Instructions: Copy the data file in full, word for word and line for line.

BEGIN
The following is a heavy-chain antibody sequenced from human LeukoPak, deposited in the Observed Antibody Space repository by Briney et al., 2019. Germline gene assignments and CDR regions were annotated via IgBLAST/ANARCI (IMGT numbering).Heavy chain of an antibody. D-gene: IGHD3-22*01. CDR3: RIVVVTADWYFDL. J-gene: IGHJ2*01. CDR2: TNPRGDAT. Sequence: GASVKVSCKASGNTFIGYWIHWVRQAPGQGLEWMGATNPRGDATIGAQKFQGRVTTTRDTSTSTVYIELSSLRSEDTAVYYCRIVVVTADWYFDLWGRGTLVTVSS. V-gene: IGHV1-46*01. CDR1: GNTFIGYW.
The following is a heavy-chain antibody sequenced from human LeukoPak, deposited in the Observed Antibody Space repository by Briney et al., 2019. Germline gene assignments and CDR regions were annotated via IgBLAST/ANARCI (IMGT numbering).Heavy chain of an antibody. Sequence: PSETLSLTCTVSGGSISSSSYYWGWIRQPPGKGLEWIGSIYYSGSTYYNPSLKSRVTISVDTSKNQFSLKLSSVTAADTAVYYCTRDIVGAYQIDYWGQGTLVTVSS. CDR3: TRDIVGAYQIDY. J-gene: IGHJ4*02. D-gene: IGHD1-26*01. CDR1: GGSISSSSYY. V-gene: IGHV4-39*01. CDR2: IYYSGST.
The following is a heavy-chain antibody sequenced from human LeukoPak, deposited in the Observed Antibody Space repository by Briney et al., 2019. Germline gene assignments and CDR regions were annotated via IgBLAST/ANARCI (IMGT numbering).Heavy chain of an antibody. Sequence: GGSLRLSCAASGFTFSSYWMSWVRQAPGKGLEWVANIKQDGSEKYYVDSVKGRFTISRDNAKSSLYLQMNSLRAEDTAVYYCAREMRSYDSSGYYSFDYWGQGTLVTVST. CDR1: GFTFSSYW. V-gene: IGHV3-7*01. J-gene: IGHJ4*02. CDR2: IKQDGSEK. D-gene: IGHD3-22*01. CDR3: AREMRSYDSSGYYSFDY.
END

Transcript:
The following is a heavy-chain antibody sequenced from human LeukoPak, deposited in the Observed Antibody Space repository by Briney et al., 2019. Germline gene assignments and CDR regions were annotated via IgBLAST/ANARCI (IMGT numbering).Heavy chain of an antibody. D-gene: IGHD3-22*01. CDR3: RIVVVTADWYFDL. J-gene: IGHJ2*01. CDR2: TNPRGDAT. Sequence: GASVKVSCKASGNTFIGYWIHWVRQAPGQGLEWMGATNPRGDATIGAQKFQGRVTTTRDTSTSTVYIELSSLRSEDTAVYYCRIVVVTADWYFDLWGRGTLVTVSS. V-gene: IGHV1-46*01. CDR1: GNTFIGYW.
The following is a heavy-chain antibody sequenced from human LeukoPak, deposited in the Observed Antibody Space repository by Briney et al., 2019. Germline gene assignments and CDR regions were annotated via IgBLAST/ANARCI (IMGT numbering).Heavy chain of an antibody. Sequence: PSETLSLTCTVSGGSISSSSYYWGWIRQPPGKGLEWIGSIYYSGSTYYNPSLKSRVTISVDTSKNQFSLKLSSVTAADTAVYYCTRDIVGAYQIDYWGQGTLVTVSS. CDR3: TRDIVGAYQIDY. J-gene: IGHJ4*02. D-gene: IGHD1-26*01. CDR1: GGSISSSSYY. V-gene: IGHV4-39*01. CDR2: IYYSGST.
The following is a heavy-chain antibody sequenced from human LeukoPak, deposited in the Observed Antibody Space repository by Briney et al., 2019. Germline gene assignments and CDR regions were annotated via IgBLAST/ANARCI (IMGT numbering).Heavy chain of an antibody. Sequence: GGSLRLSCAASGFTFSSYWMSWVRQAPGKGLEWVANIKQDGSEKYYVDSVKGRFTISRDNAKSSLYLQMNSLRAEDTAVYYCAREMRSYDSSGYYSFDYWGQGTLVTVST. CDR1: GFTFSSYW. V-gene: IGHV3-7*01. J-gene: IGHJ4*02. CDR2: IKQDGSEK. D-gene: IGHD3-22*01. CDR3: AREMRSYDSSGYYSFDY.